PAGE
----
Do I Have The Correct Propeller?
Published: Monday, December 23, 2019
By: Professionals of Henry H. Smith Co.
We all dream of the perfect boat and propeller combination. It would make our boats jump out of the water with ease, speed across the lake faster than anyone else, and our fuel gauges would always read full!
Unfortunately, the realities of physics gets involved. We could consider having a couple of different propellers that have performance characteristics biased toward specific performance objectives and conditions. Barring that, we must search for a realistic, optimal balance providing good all-around performance.
The question of the correct prop typically starts with a boat performance concern. “My boat is using more fuel than I expected”, “It is slower than I believe it should be”, “When I have friends aboard, it doesn’t get out of the hole as quickly”, or “It takes too much effort to stay on plane” – these are all concerns that will have you questioning your propeller.
Before we focus exclusively on the propeller, there are some other important factors to consider relative to boat performance: the hull, extra/added weight, and the engine. First, hull condition is particularly important if kept in the water as algae will create drag and resistance. Next, boat performance is greatly affected by weight from additional people, coolers, and accumulated objects that are normally hidden from sight. Finally, confirm the engine is maintained and running well, so that the propeller performance can be evaluated.
To determine the best propeller for your boat, not only do we consider boat, engine, and transmission information, but the current, actual baseline performance will need to be quantified in order to understand the improvements that are achievable. This performance data should include RPM and boat speed wide-open throttle (WOT). Time to get on plane, cruising RPM, temperature and conditions when the data was taken are also helpful to record. Current propeller design and condition have to be documented to make sure we understand the basis for any adjustments. Your favorite marine service or prop specialist can provide you with a form to ensure all of the necessary data is recorded.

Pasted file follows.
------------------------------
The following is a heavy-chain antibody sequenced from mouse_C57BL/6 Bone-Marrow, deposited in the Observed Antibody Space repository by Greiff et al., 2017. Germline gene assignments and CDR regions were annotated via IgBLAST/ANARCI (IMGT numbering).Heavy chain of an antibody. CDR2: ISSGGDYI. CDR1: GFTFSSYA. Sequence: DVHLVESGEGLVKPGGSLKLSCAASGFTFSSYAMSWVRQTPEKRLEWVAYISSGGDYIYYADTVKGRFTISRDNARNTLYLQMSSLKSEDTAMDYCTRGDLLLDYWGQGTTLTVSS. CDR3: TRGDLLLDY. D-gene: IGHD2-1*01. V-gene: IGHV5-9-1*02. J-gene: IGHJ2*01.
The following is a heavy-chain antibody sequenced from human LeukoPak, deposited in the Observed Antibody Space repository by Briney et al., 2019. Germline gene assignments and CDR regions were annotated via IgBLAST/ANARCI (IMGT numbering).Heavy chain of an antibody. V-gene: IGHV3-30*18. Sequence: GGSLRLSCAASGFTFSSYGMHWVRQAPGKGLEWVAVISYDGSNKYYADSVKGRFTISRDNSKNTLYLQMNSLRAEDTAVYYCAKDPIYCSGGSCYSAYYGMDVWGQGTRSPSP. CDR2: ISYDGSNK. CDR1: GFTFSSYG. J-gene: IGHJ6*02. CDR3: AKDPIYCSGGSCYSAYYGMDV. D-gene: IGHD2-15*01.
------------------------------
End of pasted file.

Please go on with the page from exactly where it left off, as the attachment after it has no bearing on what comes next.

Wide-open throttle (WOT) RPM at the target is most important in optimizing if all-around balanced performance is the objective. If a boat runs out of horsepower at the same RPM as the engine’s target WOT RPM, then the other performance characteristics should fall into place. The boat’s cruising RPM should be comfortably within 70%-80% of the WOT. The boat should then get on plane, with adequate RPM to have the engine properly in the horsepower curve. This is the optimal balance between acceleration and top speed, providing overall good performance.
Performance gaps can be addressed with the assistance of a propulsion professional. Propellers have many design characteristics that all play a role in how a propeller will perform on your specific boat and your specific conditions. These include the material (aluminum, stainless steel, bronze or NiBrAl), diameter (impacting blade area and clearances), pitch (straight, progressive or variable, controlling the progression through the water), rake (changing the attitude of the blades relative to the shaft axis), cupping (impacting the water flow off the trailing blade edge) and venting (helps increase low speed RPM).
With complete and accurate data, your boat can be matched with the right propeller to ensure your boating experience and performance can be the best one possible.
Founded in Detroit by Henry H. and William H. Smith, the company continues to employ 3rd and 4th generation members of the family, carrying on a legacy established in 1900 - to be your Marine Drive Specialists.
This article first appeared in the Year End Issue (Nov/Dec) 2019 of Great Lakes Scuttlebutt magazine.